Baby Boomers play risky when it comes to their sex lives

Posted Oct 5, 2010 by KJ Mullins
Baby boomers may tell their children about the facts of life and safe sex but don't seem to be taking their own advice, according to a survey by the Canadian Liver Foundation (CLF).
Two seniors relaxing on a bench
A man listens to his iPod while the woman fills out a crossword puzzle
By Ed Yourdon
Seventy per cent of Canadian boomers (ages 46 to 64) with kids talk to their children about the need to use protection during sex but 16 per cent admit that they don't follow their own advice. Those who are unmarried are the riskiest with almost a third saying that since they turned 40 they have had unprotected sex with a new partner.
The Baby Boom generation may be facing turning points in their lives with the kids moving out on their own or becoming single again but one think is clear: Boomers like sex. Over half of the boomers surveyed say they feel freer now and most (82 percent) think having an active sex life at every age is important.
New dating styles from less serious relationships, online dating to having one night stands are becoming more common for some. More than one in every 10 Boomer says they take more risks now that they have gotten older.
"Boomers definitely have a new-found zest for life - but it's important they use it safely and wisely," says Dr. Morris Sherman, Chairman of the Canadian Liver Foundation. "Many have been out of the dating scene for a while and need to realize there are new risks of sexually transmitted infections (STIs) and proper precautions should be taken."
With pregnancy less a concern Boomers are using less condoms than they did in the past appearing to forget that STIs do not discriminate at any age. More than half of all boomers (56 per cent) say they're not worried about contracting any STIs and 30 per cent of unmarried boomers aren't worried.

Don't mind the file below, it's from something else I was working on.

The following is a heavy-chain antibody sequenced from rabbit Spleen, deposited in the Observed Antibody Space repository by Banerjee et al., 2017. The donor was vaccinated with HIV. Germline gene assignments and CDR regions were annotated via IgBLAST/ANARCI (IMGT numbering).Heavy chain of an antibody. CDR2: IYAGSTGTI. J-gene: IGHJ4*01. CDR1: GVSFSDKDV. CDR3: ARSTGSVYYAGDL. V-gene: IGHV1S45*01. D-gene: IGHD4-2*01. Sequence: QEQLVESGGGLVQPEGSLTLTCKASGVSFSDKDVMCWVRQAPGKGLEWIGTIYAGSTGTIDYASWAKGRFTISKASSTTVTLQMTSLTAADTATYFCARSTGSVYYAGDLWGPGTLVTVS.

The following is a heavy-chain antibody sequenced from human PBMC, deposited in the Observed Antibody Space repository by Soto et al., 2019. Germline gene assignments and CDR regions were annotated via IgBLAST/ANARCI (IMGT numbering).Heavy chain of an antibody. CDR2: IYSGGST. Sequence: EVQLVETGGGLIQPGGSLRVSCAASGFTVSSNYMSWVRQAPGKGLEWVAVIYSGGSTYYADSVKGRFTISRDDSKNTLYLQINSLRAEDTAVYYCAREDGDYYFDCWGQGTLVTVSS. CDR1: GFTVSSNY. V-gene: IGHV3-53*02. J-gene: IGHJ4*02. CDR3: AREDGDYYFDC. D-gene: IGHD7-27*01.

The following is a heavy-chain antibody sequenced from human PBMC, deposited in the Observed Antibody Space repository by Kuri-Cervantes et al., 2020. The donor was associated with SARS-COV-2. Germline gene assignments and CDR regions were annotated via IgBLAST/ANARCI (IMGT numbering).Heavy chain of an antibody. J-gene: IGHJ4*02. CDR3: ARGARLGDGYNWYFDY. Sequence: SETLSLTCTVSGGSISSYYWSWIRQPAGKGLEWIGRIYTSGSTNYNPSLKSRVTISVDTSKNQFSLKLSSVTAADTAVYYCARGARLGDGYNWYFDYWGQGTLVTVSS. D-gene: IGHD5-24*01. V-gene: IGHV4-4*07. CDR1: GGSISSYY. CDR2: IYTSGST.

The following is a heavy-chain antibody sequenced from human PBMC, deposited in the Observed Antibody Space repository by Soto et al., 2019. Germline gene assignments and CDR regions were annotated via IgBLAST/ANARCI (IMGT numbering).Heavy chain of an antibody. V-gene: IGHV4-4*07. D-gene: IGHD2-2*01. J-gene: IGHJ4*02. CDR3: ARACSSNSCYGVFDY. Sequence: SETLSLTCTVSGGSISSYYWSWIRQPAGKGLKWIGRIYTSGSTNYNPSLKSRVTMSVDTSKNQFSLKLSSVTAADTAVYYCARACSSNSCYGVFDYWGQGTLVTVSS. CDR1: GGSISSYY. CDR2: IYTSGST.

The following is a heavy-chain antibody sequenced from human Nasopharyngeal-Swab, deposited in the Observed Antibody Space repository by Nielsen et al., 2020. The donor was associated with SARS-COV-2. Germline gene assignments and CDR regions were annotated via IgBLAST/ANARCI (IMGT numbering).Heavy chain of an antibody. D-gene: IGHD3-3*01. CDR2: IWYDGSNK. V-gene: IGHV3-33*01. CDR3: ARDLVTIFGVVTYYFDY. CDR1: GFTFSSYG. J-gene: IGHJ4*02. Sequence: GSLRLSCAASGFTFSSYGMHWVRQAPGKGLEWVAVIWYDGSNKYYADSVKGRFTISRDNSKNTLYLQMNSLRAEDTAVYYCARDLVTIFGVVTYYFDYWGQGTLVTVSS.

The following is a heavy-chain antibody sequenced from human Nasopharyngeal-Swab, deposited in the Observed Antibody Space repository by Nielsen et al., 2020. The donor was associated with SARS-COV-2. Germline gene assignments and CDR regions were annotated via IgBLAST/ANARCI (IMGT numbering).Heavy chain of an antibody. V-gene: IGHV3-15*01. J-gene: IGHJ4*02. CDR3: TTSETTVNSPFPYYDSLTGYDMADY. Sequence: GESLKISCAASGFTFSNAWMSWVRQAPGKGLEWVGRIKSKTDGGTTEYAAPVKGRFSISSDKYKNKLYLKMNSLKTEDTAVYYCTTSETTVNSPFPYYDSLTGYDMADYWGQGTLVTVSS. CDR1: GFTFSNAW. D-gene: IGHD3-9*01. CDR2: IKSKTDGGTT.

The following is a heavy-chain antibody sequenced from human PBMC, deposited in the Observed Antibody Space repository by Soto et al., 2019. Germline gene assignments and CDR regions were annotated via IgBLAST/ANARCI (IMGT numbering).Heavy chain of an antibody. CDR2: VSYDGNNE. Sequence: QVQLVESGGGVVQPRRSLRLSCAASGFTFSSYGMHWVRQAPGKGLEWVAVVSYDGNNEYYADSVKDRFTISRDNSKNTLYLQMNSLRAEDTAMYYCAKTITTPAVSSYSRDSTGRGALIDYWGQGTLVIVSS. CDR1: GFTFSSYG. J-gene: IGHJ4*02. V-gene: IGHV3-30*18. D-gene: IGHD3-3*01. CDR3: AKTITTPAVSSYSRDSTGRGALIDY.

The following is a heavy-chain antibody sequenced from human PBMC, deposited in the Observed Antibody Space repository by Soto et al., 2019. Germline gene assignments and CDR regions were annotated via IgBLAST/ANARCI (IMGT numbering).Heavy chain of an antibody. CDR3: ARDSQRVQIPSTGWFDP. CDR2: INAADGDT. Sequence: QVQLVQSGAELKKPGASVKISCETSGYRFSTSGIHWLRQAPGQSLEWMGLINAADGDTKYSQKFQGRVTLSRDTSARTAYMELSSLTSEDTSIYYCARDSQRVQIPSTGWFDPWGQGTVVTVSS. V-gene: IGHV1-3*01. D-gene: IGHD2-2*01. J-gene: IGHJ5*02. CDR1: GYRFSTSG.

Diseases like hepatitis is low on the Boomers radar when it comes to STIs. They worry more about HIV/AIDS (56 percent), herpes (30 percent), and syphilis (17 percent).
That thinking could prove fatal. Hepatitis B is the leading cause of liver cancer worldwide and the consequences also include jaundice, extreme fatigue, nausea, abdominal pain, and other health issues. One of the ways the disease is spread is from unprotected sex.
"Boomers need to learn from their teenage years and realize they're not immortal," says Dr. Sherman. "Assuming that contracting a disease like hepatitis B can't happen to them is a mistake, especially when there are simple precautionary measures they can take. Canadians should consider getting vaccinated against hepatitis B to reduce the risk of contracting this serious liver disease. Today in Canada, because of infant and school immunization, new cases are more likely to be in adults and can be the result of unprotected sex, or from tattoos and piercings where improperly sterilized equipment is used. What's alarming is that in many cases, the cause may be unknown. To protect yourself against the risk factors you can identify and those you can't, it makes sense to get immunized."